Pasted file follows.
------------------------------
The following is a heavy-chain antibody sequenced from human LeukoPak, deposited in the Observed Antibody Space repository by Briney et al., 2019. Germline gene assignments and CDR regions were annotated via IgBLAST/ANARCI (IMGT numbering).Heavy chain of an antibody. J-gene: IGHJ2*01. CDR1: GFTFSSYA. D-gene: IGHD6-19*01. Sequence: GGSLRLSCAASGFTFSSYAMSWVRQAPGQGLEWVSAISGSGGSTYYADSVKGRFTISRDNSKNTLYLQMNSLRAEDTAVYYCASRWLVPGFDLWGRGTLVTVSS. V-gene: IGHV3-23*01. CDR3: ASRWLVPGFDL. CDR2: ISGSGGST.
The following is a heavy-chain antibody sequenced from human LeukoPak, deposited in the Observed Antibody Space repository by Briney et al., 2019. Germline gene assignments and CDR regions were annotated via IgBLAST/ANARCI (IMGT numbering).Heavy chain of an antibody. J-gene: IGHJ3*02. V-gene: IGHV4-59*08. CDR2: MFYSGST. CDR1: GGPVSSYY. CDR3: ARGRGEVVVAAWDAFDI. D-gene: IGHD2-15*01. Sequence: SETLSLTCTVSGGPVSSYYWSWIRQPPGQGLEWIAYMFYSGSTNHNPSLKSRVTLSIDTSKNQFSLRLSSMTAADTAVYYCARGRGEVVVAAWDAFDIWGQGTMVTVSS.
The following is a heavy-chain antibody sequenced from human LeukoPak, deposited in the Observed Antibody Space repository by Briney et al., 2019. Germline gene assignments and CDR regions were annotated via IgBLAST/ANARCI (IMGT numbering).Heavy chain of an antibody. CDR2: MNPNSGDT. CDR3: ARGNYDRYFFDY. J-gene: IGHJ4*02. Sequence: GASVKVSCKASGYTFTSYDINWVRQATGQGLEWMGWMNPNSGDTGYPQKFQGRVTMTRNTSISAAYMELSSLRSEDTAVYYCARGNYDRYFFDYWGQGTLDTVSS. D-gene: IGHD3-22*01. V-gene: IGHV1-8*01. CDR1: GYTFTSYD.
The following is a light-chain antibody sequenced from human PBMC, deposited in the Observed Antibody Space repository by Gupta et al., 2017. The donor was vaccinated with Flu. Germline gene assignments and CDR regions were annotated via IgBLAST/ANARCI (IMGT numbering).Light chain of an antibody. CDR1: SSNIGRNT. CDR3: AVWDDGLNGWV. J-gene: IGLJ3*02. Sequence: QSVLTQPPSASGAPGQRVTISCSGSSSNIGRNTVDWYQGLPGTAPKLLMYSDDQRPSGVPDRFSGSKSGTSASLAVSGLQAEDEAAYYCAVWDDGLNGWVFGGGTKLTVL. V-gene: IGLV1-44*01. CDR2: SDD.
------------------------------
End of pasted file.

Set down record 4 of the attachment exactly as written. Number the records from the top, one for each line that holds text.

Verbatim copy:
The following is a light-chain antibody sequenced from human PBMC, deposited in the Observed Antibody Space repository by Gupta et al., 2017. The donor was vaccinated with Flu. Germline gene assignments and CDR regions were annotated via IgBLAST/ANARCI (IMGT numbering).Light chain of an antibody. CDR1: SSNIGRNT. CDR3: AVWDDGLNGWV. J-gene: IGLJ3*02. Sequence: QSVLTQPPSASGAPGQRVTISCSGSSSNIGRNTVDWYQGLPGTAPKLLMYSDDQRPSGVPDRFSGSKSGTSASLAVSGLQAEDEAAYYCAVWDDGLNGWVFGGGTKLTVL. V-gene: IGLV1-44*01. CDR2: SDD.